The National Health Law Program and The AIDS Institute have filed a complaint against CoventryOne, Cigna, Humana and Preferred Medical in Florida with the Office of Civil Rights at the Department of Health and Human Services alleging that their ObamaCare plans are overcharging for treatments.
According to the advocacy groups, and cost structure for all silver-level Qualified Health Plans in Florida — one of the options under ObamaCare — for drugs used to treat HIV and AIDS.
“When you put up roadblocks to assessing life saving medications through these high out of pocket costs and prior authorizations people with HIV are more likely to miss doses, experience gaps in treatment and go off treatment altogether,” said Carl Schmid, deputy executive director at The AIDS Institute. “As a result patients can develop drug resistance, become sick and even die.”
Fourth, there’s no reason to think the insurance companies won’t try the same trick for all chronically ill patients:
An ObamaCare Silver policy must pay 70 percent of expected medical costs, while covering 100 percent of “preventive care” (as defined by the federal government). However, the plan is designed for the average patient. So, it is easy for a health plan to design a plan that imposes very high medical maintenance costs on very sick, chronically ill people. High co-payments or co-insurance for prescriptions is one obvious method.
The Avalere study examined 123 formularies from silver-level exchange plans — the benchmark plan that will generally pay 70 percent of covered medical expenses, leaving the consumer responsible for 30 percent – and found that a fifth of them required cost sharing of 40 percent or more for certain classes of specialty drugs used to treat HIV/AIDS, multiple sclerosis, bipolar disorder, cancer and other illnesses. Avalere also concluded that 60 percent of silver plan formularies placed all medications for multiple sclerosis, Crohn’s disease, cancer and other illnesses in the plan’s highest formulary tier. That means patients who need these medicines would face the highest coinsurance percentage.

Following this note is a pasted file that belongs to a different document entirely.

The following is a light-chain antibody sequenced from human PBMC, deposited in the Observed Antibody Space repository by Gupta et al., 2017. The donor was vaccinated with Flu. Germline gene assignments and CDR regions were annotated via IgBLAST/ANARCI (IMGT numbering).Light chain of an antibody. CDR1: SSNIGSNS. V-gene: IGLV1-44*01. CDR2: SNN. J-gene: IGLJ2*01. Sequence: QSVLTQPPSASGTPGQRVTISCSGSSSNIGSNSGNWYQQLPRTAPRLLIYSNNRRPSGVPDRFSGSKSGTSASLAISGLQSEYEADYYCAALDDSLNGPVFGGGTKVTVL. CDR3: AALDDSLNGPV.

I seem to recall that one of the big selling points for ObamaCare was that people with pre-existing conditions would be covered. But here we see how the insurance companies are gaming formularies to prevent that. (As with doctors, it’s not clear how data would even be gathered to find out how widespread the problem is; but perhaps patient advocacy groups can help. To be fair, they’re only doing that to AIDs patients, and people with MS, bipolar disorder, or dancer. So there’s that. If only there were a way to keep pharmaceutical costs low by giving the pharmaceutical buyer some leverage!
Again let me issue my ritual disclaimer that of course ObamaCare will help some people; a program of that scale could hardly help doing so. My beef is that ObamaCare does not help all people, equally. It’s not fair that the care you get should vary randomly by jurisdiction, or whether you make it through the random minefield of picking an ObamaCare plan and actually getting care without any whoopsies.
NOTE A pleasant example of Orwellian language:
The directors see low health insurance literacy, particularly among the previously uninsured, as a hurdle. For example, they may not expect their out-of-pocket costs to be as high as they turn out to be, especially under the high cost-sharing design in many Affordable Care Act health plans.
“Health insurance literacy.” Translation: “How and why it’s OK for health insurers to sell you a crapified product.”
“We have an education challenge of what it means to be an informed consumer of an insurance product,” Lee said. “We don’t have many good models out there.”
“Health insurance literacy.” “Education challenge.” “Informed consumer.” “Good models.” You can tell from the smarmy language of faux concern that you’re hearing from a fully paid-up member of the Democratic nomenklatura, and indeed that’s Peter Lee of Covered California. I bet you anything if you let him maunder on, he’d want to have a “conversation” about “innovative” policy. Oh, and you don’t have any good models for being an informed consumer of a defective product for the same reason you don’t have any good models for feeding your tapeworm instead of eliminating it.